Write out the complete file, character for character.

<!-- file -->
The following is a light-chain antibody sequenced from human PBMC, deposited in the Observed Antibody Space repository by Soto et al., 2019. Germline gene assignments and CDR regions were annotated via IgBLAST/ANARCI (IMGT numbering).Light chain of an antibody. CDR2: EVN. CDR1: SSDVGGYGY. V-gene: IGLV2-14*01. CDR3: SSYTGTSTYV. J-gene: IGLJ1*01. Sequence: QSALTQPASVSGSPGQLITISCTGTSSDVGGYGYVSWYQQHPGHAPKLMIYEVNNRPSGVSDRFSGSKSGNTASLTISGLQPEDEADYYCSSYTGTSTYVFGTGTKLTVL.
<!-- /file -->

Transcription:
The following is a light-chain antibody sequenced from human PBMC, deposited in the Observed Antibody Space repository by Soto et al., 2019. Germline gene assignments and CDR regions were annotated via IgBLAST/ANARCI (IMGT numbering).Light chain of an antibody. CDR2: EVN. CDR1: SSDVGGYGY. V-gene: IGLV2-14*01. CDR3: SSYTGTSTYV. J-gene: IGLJ1*01. Sequence: QSALTQPASVSGSPGQLITISCTGTSSDVGGYGYVSWYQQHPGHAPKLMIYEVNNRPSGVSDRFSGSKSGNTASLTISGLQPEDEADYYCSSYTGTSTYVFGTGTKLTVL.